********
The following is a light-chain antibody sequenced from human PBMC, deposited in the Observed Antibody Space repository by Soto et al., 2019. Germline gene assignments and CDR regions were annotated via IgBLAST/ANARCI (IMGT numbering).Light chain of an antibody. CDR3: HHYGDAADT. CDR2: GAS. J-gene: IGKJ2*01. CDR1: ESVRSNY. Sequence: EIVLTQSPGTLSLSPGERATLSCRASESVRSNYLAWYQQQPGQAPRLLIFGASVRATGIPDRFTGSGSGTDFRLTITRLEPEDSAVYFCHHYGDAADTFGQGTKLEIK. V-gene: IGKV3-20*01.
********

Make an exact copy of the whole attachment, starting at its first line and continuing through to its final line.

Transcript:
The following is a light-chain antibody sequenced from human PBMC, deposited in the Observed Antibody Space repository by Soto et al., 2019. Germline gene assignments and CDR regions were annotated via IgBLAST/ANARCI (IMGT numbering).Light chain of an antibody. CDR3: HHYGDAADT. CDR2: GAS. J-gene: IGKJ2*01. CDR1: ESVRSNY. Sequence: EIVLTQSPGTLSLSPGERATLSCRASESVRSNYLAWYQQQPGQAPRLLIFGASVRATGIPDRFTGSGSGTDFRLTITRLEPEDSAVYFCHHYGDAADTFGQGTKLEIK. V-gene: IGKV3-20*01.